Year 11 | 14 November 2019 | firstname.lastname@example.org
The molecular gastronomy is a science that is increasingly expanding, allowing the transformation of traditional food products into innovative products, thereby raising their sensory characteristics, appreciated by the population
Molecular gastronomy is distinguished from traditional food science because the object of study is the preparation of food in small scale rather than large scale (industrial). But more than that, the molecular gastronomy treats food as a whole: the ingredients, following preparation and finally how food is appreciated by consumers. It is therefore a highly interdisciplinary subject involving physics, chemistry, biology and biochemistry, but also physiology and psychology.
Molecular gastronomy is a culinary trend created by the cooperation of chefs and scientists and it has been defined as the scientific study of deliciousness. Mistakenly seen as a cooking style, molecular gastronomy is a scientifically oriented approach towards understanding the basic mechanisms occurring during cooking.
Virgin olive oil from a commercial brand was used to produce the powdered olive oil. Additives were also used to produce different variations of the product, namely garlic, parsley, oregano, paprika and food coloring (red).
Olive oil is a traditional Mediterranean product that gives a unique taste and aroma to food, and that possesses many identified benefits to human health. Whether in a traditional kitchen or in a more sophisticated one, the key is to choose a quality olive oil and to know how to form the right combinations. Therefore, when buying olive oil, the consumer must make the choice according to the intended use. The stronger olive oils more easily override the flavors of delicate foods while very light olive oils can be unnoticed on plates with strong flavors.
The product developed incorporated different additives, so as to give different possibilities of usage, according to the type of food, the preparation/recipe, or even the desired presentation. The five different variations of the product were then: powdered olive oil with garlic, with parsley, with oregano, with paprika and with food coloring, red in the present case.
The powdered olive oil prepared in the basic form, without additives, can be used for example in a cucumber salad.
The powdered olive oil with garlic, due to the strong flavor of garlic would be suitable for flavoring fish dishes, regardless of the preparation mode, or meats aimed at grilling.
The variation with oregano would be suitable to prepare pizzas in the Mediterranean style, for example, or to accompany cheese snacks.
As to the powdered olive oil with parsley, it could easily incorporate grilled fish dishes, and it would result well also on fried potatoes.
The paprika variety would be suitable for a very wide variety of applications, when aimed at producing a hot dish. Still, some examples could be also pointed out, such as to prepare stews, or to prepare small appetizers.
Finally, the powdered olive oil with red colorant would be suitable for flavoring a wide variety of salads, especially with ingredients that would provide some color contrast, like lettuce, radish, cucumber, corn, white cabbage, asparagus, among others.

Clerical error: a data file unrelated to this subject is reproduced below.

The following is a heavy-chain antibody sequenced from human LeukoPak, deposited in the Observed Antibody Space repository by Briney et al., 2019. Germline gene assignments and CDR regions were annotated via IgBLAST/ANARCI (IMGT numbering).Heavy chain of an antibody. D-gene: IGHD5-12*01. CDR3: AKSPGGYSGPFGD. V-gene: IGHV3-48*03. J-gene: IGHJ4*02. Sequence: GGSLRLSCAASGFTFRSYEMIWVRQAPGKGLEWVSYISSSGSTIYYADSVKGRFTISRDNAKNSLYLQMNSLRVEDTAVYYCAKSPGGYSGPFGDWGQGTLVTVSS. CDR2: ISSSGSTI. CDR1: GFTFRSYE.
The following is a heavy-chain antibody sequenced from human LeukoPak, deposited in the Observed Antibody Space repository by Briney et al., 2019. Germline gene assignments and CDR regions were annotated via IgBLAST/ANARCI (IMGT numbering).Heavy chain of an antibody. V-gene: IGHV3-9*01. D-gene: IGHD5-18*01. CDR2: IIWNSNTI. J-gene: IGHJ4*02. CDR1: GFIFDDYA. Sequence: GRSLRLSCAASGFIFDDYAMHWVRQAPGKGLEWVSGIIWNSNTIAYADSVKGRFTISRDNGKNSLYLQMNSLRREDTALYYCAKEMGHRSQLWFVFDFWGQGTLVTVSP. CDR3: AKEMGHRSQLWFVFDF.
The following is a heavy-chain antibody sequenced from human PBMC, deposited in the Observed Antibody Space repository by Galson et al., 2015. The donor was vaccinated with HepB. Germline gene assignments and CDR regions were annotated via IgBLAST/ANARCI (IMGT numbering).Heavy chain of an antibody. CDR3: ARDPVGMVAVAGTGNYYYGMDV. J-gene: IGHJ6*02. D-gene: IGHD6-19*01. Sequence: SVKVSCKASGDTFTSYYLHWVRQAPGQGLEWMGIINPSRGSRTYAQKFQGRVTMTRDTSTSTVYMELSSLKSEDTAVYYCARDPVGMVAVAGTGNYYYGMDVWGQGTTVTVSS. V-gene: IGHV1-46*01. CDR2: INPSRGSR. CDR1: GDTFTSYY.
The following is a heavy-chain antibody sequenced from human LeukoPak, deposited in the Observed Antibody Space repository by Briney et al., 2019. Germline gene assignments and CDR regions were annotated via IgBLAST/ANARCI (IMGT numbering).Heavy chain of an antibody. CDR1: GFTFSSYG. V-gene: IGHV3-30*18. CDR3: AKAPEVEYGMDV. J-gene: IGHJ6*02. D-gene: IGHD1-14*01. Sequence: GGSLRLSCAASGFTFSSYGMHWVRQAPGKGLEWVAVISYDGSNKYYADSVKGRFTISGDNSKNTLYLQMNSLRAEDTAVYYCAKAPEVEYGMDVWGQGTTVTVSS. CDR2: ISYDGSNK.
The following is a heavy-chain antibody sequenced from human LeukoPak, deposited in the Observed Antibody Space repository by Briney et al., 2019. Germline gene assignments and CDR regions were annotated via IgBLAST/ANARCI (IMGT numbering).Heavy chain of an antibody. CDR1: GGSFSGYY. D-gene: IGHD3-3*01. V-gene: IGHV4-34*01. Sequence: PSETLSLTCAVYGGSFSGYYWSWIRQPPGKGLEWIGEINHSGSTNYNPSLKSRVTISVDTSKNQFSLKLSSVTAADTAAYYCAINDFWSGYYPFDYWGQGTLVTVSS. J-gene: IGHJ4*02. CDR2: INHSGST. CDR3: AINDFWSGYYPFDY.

The product was presented to potential consumers and some questions were asked so as to identify the potential for commercialization. The sample consisted of 66 individuals, of which 22 were male and 44 female, with ages comprised between 20 and 80 years old.
The results of the market study show that 91% of the inquired does cook regularly, and therefore they are target consumers. The great majority of the respondents like olive oil (98%), which is a characteristic very common in the Portuguese population, given the ancient and intense usage of olive oil in traditional cooking. Regarding the situations where the respondents usually use olive oil, 17% said for frying, 25% for roasting, 30% in salads and 28% in stews.
As to the new product, when asked if they would buy powdered olive oil, 68% responded yes and 32% said they would not buy it. This result is not surprising given the fact that olive oil in its traditional presentation (liquid form) is a very old product and very much used. When the question refers to the buying intention of powdered olive oil with flavors, the results slightly improve, with the buying intentions rising to 72%. This result would also be expected, given the fact that in this case the new product would not be seen so much as a direct competitor to the traditional liquid olive oil but also like a different new product. As to the results of the question regarding the flavors in the powdered olive oil, 34% would like it with garlic, 32% with oregano, 25% with parsley and only 9% with paprika. Because the powdered olive oil produced with natural red coloring would not affect flavor, this variety was not included in this particular test. These results are also not surprising, because the ingredients like garlic, oregano and parsley are very much used in the traditional Portuguese cuisine.
In respect to the possible usages of this new product, 32% of the inquired would use the powdered olive oil to prepare stews, 22% would use it for roasting, 21% in salads, 18% in soups and only 7% for frying, which is an expected result, given the solid presentation of this new product.
Raquel P.F. Guiné, Ana Dias, Ana Peixoto, Maria Matos, Marta Gonzaga, Margarida Silva, Application of molecular gastronomy principles to the development of a powdered olive oil and market study aiming at its commercialization, International Journal of Gastronomy and Food Science, Volume 1, Issue 2, June 2012, Pages 101-106, ISSN 1878-450X
by R. T.
03 march 2014, Technical Area > Olive & Oil